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no work on sundays

by Elinor


I watched a documentary about the Triangle Shirtwaist Factory fire a few days ago and it's haunted me ever since. This is just a little tribute to that.


I do not have to go to work on Sundays.

One day a week, gone the moment it arrives

and the other six I’m hunched over a machine

In the heart of town

me and a hundred other girls

trying too hard not to feel

in the heat, the sweat, the dirt and our bloodied hands

else we lose our minds.

The bell rings on Saturday as the sun goes down

And soon I’m on the train home

To Ma and Pa and little Bella

who is becoming quite grown up.

She’s eleven now and still so innocent.

I worry, with all the girls that come and go,

the deductions from my paycheck

for all the needles broken and fabric ripped

and minutes I’ve been late,

she won’t be much longer.

I hate to think of her in there,

but they pay a decent wage

and it keeps us fed and warm.

But I mustn't think of that now.

It’s Saturday evening and I’m going back

to the ones I love

and the handsome boy across the hall

whose smiles make my cheeks turn red.

yesterday he told me the best dancing is on Coney Island

and after we could ride the ferris wheel

and eat cotton candy.

I think of it now, the lights, the music, 

and the people

and for a moment I do not think of the factory.

It's a greater gift than I could ever know.

Before I leave Bella tells me I look beautiful

and for the the first time since my first glance at Lady Liberty

I feel hope. 


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121 Reviews


Points: 173
Reviews: 121

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Mon Nov 11, 2019 6:36 am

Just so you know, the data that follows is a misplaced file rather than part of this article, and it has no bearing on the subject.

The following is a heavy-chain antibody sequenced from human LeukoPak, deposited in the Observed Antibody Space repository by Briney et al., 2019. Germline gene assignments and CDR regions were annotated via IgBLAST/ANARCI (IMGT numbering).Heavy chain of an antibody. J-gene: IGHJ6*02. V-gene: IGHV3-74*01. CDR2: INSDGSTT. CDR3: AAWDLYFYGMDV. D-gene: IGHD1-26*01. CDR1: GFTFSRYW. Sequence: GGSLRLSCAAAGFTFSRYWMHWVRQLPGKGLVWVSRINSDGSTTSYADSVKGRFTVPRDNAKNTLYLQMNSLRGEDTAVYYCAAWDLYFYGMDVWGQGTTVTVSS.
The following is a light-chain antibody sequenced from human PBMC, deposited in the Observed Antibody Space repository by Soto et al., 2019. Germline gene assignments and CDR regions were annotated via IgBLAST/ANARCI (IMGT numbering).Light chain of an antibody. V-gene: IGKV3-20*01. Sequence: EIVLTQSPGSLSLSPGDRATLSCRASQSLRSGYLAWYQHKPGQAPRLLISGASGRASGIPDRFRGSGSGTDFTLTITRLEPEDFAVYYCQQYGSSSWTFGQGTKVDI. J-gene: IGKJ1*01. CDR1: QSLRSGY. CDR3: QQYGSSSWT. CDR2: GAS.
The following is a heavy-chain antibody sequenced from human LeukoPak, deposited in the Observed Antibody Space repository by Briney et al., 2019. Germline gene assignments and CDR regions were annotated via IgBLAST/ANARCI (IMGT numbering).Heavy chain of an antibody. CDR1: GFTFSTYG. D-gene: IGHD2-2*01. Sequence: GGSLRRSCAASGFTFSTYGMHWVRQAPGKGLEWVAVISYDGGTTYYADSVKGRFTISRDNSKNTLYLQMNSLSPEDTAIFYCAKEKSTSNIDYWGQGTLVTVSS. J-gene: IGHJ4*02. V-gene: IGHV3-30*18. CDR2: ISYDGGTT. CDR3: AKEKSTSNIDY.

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nogutsnoglory wrote a review...



Wow, Elinor. This poem is fantastic.

The entire piece is incredible realistic, and I can feel the yearning of the speaker. I can feel the hopefulness and the wistfulness and the dreams. This poem does an amazing job of conveying emotion as well as painting the situation.

I really like the last bit, about Lady Liberty, alluding to the speaker's status as an immigrant; that's a nice nod.

This bit specifically took a second reading to understand the meaning of:

She’s eleven now and still so innocent.

I worry, with all the girls that come and go,

the deductions from my paycheck

for all the needles broken and fabric ripped

and minutes I’ve been late,

she won’t be much longer.


but again, it's a nice nod to the reality of the speaker's situation: a poor girl from an immigrant family, forced to work at a young age to help her family make ends' meet, and worried that soon her sister will have to do the same due to her mistakes.

As far as rhythm and flow go, I would have liked to see it more divided into individual stanzas rather than one long piece. I understand that keeping it whole gives it a different flow and helps the narrative, but I feel as though the emotion could have cut more deeply if the piece was in stanzas.

"and for a moment i do not think of the factory" wow ok cuts deep man, good job

This poem was great. I really have nothing else to say except it really fits into your style as a writer. You did a really good job.

Keep writing,

- Alex




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25 Reviews


Points: 398
Reviews: 25

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Thu Nov 07, 2019 10:14 pm
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I actually just watched smthing abt the shirtwaist factory fire 2 days ago in my history class. I like this poem 👋🏼
Srry I don’t have time to review this




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38 Reviews


Points: 560
Reviews: 38

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Thu Nov 07, 2019 9:43 pm
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dahlia58 wrote a review...



It's good of you to write something based on the fire. That incident should never have happened, but unfortunately, many factories still haven't fixed their appalling safety hazards and policies, if not here in the US, around the world. So many people jumped to their deaths during the fire as well...The speaker in this poem sounds realistic, resigned to her grueling work yet looking forward to spending time with the people she loves, as well as her Sunday date. I'm pretty sure a lot of the girls who died during the incident were thinking similar things to this girl while they were alive. It's sad. It's just plain sad, and infuriating.





It is a happiness to wonder; it is a happiness to dream.
— Edgar Allan Poe